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Cicero in Catilīnam
(to accompany “Cicero denounces Catiline in the senate,” Wheelock’s chapter 11)
In 63 B.C., Marcus Tullius Cicero won the consulship,
the highest office in the Roman republic. One of the men
whom he defeated in the election was a charismatic nobleman
named Lucius Sergius Catilīna – Catiline. Born on 108 B.C.
(and thus two years older than Cicero), Catiline came from a recently undistinguished and
impoverished patrician family, the Sergiī. Like all Roman politicians, Catiline pursued a
political career as a means of securing reputation and wealth. From its beginning, however,
Catiline’s pursuit was marked by a desperation greater than that which burdened most
Roman noblemen, primarily because of the decline in recent decades of his family’s prestige
and fiscal security. For Catiline, obtaining the highest offices of the Roman state was both a
birthright and a practical necessity. After doing his military service in the 80s and 70s,
Catiline won a praetorship, the second highest office in the republic, in 68. Upon
completing his term of office, Catiline served as a governor in Africa for two years. When
he set out for his term as governor, Catiline’s prospects for winning a consulship in the near
future must have been promising, but when he returned from Africa in 66, he was
prosecuted for acts of extortion during his governorship. Although he was acquitted of this
charge, the legal proceedings prevented Catiline from standing for the consulship in 65 and
64, so in 63 he made a frantic grab for the office. In this election he was defeated by Cicero.
As consul, Cicero also conducted the elections for 62. Catiline again ran and, in part because
of Cicero’s opposition to him, was again defeated.
By this time Catiline was
truly desperate: his
ambition had been
repeatedly thwarted and
his finances were in ruins.
Thus did he form a
conspiracy with
implications for Rome
and the whole of Italy. Owing to the bias in our sources, however, we are not able to
delineate the exact character of this conspiracy or its intended results. It is certain that
Catiline planned to use force against his enemies in Rome, and it is probable that he
intended to issue a general cancellation of debts and to redistribute Roman lands. Through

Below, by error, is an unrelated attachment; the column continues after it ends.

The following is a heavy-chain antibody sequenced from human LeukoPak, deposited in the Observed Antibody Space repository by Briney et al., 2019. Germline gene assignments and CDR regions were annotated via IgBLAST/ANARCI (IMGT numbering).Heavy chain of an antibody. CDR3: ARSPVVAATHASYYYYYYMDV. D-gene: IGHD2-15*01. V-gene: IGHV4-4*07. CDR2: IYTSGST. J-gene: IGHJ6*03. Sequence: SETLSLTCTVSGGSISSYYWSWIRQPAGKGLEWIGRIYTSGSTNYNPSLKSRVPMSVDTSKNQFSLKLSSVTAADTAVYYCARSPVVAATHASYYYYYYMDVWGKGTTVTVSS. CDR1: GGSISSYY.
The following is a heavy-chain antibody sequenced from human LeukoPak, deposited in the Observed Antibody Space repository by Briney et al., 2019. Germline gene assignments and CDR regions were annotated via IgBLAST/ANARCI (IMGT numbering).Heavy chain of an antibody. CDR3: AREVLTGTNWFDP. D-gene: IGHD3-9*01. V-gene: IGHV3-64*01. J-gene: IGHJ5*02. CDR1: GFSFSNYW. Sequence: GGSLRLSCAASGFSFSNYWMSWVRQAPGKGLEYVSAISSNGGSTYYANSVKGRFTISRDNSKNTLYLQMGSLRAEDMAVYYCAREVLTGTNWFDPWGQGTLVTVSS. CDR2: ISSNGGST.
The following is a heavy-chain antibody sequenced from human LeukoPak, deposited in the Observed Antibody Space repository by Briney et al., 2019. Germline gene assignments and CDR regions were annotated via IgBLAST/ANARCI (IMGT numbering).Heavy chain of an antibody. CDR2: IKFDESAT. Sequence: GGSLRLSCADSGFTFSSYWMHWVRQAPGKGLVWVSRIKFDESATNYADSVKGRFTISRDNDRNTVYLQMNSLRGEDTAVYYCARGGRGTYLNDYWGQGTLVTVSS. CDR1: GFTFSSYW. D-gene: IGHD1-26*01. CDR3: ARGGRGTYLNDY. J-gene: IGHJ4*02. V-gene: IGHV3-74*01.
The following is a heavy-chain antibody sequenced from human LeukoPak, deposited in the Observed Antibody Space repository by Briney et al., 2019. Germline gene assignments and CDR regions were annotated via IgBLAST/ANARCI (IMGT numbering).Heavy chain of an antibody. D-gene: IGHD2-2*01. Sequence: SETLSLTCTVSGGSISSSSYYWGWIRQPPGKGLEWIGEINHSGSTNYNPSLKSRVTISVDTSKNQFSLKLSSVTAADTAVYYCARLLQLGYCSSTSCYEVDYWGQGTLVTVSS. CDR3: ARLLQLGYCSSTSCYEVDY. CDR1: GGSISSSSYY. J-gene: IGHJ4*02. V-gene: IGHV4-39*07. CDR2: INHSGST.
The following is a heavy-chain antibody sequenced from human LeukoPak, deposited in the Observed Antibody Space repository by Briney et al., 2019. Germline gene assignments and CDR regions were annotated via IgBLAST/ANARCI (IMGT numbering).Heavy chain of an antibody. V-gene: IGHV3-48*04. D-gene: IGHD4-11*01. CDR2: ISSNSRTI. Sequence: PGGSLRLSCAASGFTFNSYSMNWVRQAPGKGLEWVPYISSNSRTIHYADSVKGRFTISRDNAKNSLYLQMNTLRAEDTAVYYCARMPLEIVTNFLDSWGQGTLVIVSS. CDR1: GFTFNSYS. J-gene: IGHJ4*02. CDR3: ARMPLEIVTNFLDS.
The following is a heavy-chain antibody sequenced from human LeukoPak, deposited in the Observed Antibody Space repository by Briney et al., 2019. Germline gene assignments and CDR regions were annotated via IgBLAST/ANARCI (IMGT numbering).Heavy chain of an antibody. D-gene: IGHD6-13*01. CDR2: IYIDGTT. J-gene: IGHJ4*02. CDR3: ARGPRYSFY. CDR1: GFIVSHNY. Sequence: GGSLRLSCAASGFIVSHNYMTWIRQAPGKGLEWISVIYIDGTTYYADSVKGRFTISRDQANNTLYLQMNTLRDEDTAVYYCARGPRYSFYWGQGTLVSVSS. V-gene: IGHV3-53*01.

his spies, Cicero was kept informed of Catiline’s designs, but he was unable to move against
him due to Catiline’s aristocratic connections and popularity with the people. Cicero’s first
oration against Catiline, from which “Cicero denounces Catiline in the senate” is adopted, so
frightened Catiline that he fled the city of Rome to his army of penniless veterans in Etruria.
Soon afterwards, Cicero came upon the written evidence he needed to prove Catiline’s
intentions and thus to move the senate into action. The leaders of the conspiracy in Rome
were arrested and, after a long debate in the senate, put to death without trial. In January of
62 B.C., a Roman army marched against Catiline’s forces. Catiline was cut down fighting
bravely alongside his soldiers. Cicero was hailed as the savior of Rome, a salutation he never
forgot, nor let anyone else ever forget. His action was marred, however, by the fact that he
had executed Roman citizens without trial.
To understand this adaptation from Cicero’s speech you need to recognize the
precariousness of his situation. As explained above, he has reasonably sound (albeit hearsay)
evidence about a coup that will lead to his own death and, presumably, some restructuring of
the Roman state and economy, yet he is unable to move against the leading conspirator,
Catiline, because Catiline is so well connected with other patricians and so popular with the
people. Moreover, Cicero is delivering this speech to a convened senate, not to a jury.
Catiline is not on trial here and cannot be condemned to punishment after Cicero has given
his speech. This is simply a public denunciation of a reputed conspirator. So, as a prereading question, ask yourself what Cicero may be trying to accomplish in this speech.
Post-reading questions to consider:
1. Whom is Cicero trying to frighten in the first two lines of the passage and how?
2. Whom is Cicero trying to frighten in the third and fourth lines of the passage and
3. On whom does Cicero place the blame for the fact that Catiline is still alive? How,
in terms of his syntax and word choice, does Cicero emphasize this blame? What
sort of strategy do you think he is employing here?